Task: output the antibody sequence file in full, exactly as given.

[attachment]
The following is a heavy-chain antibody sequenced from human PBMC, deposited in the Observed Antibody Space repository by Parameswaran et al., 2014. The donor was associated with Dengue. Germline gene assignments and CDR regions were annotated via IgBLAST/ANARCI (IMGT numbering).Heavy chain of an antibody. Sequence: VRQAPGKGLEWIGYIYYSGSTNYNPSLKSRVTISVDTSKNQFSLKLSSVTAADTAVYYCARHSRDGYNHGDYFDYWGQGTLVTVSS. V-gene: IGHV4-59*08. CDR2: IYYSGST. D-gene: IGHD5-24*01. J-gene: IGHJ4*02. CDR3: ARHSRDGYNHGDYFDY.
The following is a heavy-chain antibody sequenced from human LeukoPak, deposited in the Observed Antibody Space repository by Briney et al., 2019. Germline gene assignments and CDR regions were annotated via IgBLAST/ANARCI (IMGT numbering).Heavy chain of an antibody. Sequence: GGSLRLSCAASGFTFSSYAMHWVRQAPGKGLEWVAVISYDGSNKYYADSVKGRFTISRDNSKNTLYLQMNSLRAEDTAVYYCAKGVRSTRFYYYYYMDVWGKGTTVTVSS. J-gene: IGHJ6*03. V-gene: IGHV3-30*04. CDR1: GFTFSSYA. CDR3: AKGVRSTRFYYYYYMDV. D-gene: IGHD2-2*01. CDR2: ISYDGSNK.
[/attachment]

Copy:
The following is a heavy-chain antibody sequenced from human PBMC, deposited in the Observed Antibody Space repository by Parameswaran et al., 2014. The donor was associated with Dengue. Germline gene assignments and CDR regions were annotated via IgBLAST/ANARCI (IMGT numbering).Heavy chain of an antibody. Sequence: VRQAPGKGLEWIGYIYYSGSTNYNPSLKSRVTISVDTSKNQFSLKLSSVTAADTAVYYCARHSRDGYNHGDYFDYWGQGTLVTVSS. V-gene: IGHV4-59*08. CDR2: IYYSGST. D-gene: IGHD5-24*01. J-gene: IGHJ4*02. CDR3: ARHSRDGYNHGDYFDY.
The following is a heavy-chain antibody sequenced from human LeukoPak, deposited in the Observed Antibody Space repository by Briney et al., 2019. Germline gene assignments and CDR regions were annotated via IgBLAST/ANARCI (IMGT numbering).Heavy chain of an antibody. Sequence: GGSLRLSCAASGFTFSSYAMHWVRQAPGKGLEWVAVISYDGSNKYYADSVKGRFTISRDNSKNTLYLQMNSLRAEDTAVYYCAKGVRSTRFYYYYYMDVWGKGTTVTVSS. J-gene: IGHJ6*03. V-gene: IGHV3-30*04. CDR1: GFTFSSYA. CDR3: AKGVRSTRFYYYYYMDV. D-gene: IGHD2-2*01. CDR2: ISYDGSNK.